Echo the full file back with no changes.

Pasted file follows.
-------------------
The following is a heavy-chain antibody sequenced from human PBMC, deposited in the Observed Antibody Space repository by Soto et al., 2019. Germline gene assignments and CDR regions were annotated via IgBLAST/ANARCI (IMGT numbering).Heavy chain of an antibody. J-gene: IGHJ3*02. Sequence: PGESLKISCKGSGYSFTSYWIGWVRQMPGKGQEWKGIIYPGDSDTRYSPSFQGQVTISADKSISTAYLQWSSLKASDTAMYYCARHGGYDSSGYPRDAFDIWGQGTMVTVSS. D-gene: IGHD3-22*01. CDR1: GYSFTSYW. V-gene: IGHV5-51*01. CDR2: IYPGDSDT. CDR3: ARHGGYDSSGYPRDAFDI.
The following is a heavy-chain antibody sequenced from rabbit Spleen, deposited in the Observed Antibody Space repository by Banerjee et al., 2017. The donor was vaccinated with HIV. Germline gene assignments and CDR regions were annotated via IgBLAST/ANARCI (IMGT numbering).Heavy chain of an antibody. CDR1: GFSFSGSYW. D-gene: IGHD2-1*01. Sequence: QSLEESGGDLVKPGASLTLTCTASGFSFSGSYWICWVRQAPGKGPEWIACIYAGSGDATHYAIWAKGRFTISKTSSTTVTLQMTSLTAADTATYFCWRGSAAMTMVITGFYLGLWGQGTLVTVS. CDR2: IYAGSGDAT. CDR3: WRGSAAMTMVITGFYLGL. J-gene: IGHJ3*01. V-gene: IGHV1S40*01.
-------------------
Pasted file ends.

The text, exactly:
The following is a heavy-chain antibody sequenced from human PBMC, deposited in the Observed Antibody Space repository by Soto et al., 2019. Germline gene assignments and CDR regions were annotated via IgBLAST/ANARCI (IMGT numbering).Heavy chain of an antibody. J-gene: IGHJ3*02. Sequence: PGESLKISCKGSGYSFTSYWIGWVRQMPGKGQEWKGIIYPGDSDTRYSPSFQGQVTISADKSISTAYLQWSSLKASDTAMYYCARHGGYDSSGYPRDAFDIWGQGTMVTVSS. D-gene: IGHD3-22*01. CDR1: GYSFTSYW. V-gene: IGHV5-51*01. CDR2: IYPGDSDT. CDR3: ARHGGYDSSGYPRDAFDI.
The following is a heavy-chain antibody sequenced from rabbit Spleen, deposited in the Observed Antibody Space repository by Banerjee et al., 2017. The donor was vaccinated with HIV. Germline gene assignments and CDR regions were annotated via IgBLAST/ANARCI (IMGT numbering).Heavy chain of an antibody. CDR1: GFSFSGSYW. D-gene: IGHD2-1*01. Sequence: QSLEESGGDLVKPGASLTLTCTASGFSFSGSYWICWVRQAPGKGPEWIACIYAGSGDATHYAIWAKGRFTISKTSSTTVTLQMTSLTAADTATYFCWRGSAAMTMVITGFYLGLWGQGTLVTVS. CDR2: IYAGSGDAT. CDR3: WRGSAAMTMVITGFYLGL. J-gene: IGHJ3*01. V-gene: IGHV1S40*01.